Apple finds itself in a patent dispute once again, but this time around its not with Samsung or any other rival company. Its actually with an educational institution, in fact, one of the largest universities in the country. Boston University has filed a patent lawsuit against Apple in the U.S. District Court of Massachusetts, claiming that MacBook Air, iPad and iPhone all have a part that was patented by one of their professors in 1997.

The patent itself is titled “highly insulating monocrystalline gallium nitride thin films,” and relates to a semiconductor that was invented by Professor Theodore D. Moustakas. In its complaint, Boston University claims that Apple’s infringement of its patent has caused and will continue to cause BU “substantial and irreparable damage.” Similar patent violations claims, eight to be precise, have already been filed by BU against small manufacturers. Samsung and Amazon too were accused of such violation last year. The Boston Herald cites one person familiar with the suit as saying that BU in its case will impress upon the fact that at least one company is paying a licensing fee to use this component, this could make up for a solid argument against Apple. Analysts are of the view that a favorable verdict for the university might mean that Apple would have to pay up to $75 million in damages.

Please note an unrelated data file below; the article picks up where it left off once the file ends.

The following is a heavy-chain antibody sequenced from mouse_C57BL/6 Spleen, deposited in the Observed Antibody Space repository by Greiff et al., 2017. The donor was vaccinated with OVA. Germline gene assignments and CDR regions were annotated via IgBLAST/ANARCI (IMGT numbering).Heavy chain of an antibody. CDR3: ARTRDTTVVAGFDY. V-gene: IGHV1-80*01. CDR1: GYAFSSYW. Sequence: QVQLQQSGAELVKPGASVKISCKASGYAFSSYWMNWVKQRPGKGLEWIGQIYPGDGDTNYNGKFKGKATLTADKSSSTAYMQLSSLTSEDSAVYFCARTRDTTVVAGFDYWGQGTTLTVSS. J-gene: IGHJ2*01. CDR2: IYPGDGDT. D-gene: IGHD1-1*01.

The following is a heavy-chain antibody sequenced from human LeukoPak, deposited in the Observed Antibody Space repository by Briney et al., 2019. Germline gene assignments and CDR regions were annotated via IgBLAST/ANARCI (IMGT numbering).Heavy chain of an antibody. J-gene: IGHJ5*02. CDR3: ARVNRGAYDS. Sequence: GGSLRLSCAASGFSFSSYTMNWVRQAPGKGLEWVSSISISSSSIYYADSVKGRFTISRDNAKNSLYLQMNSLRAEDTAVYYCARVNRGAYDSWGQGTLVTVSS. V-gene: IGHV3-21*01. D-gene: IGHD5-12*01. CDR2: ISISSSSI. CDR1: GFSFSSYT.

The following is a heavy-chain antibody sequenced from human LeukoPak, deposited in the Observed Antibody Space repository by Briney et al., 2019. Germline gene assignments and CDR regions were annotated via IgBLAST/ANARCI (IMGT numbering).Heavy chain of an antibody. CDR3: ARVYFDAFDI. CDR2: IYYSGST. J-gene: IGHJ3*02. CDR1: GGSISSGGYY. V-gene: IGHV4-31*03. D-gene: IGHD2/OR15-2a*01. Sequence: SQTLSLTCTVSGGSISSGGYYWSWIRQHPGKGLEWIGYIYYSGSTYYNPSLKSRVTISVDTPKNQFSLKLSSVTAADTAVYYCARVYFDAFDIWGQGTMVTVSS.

Filed in Apple. Read more about Patents.

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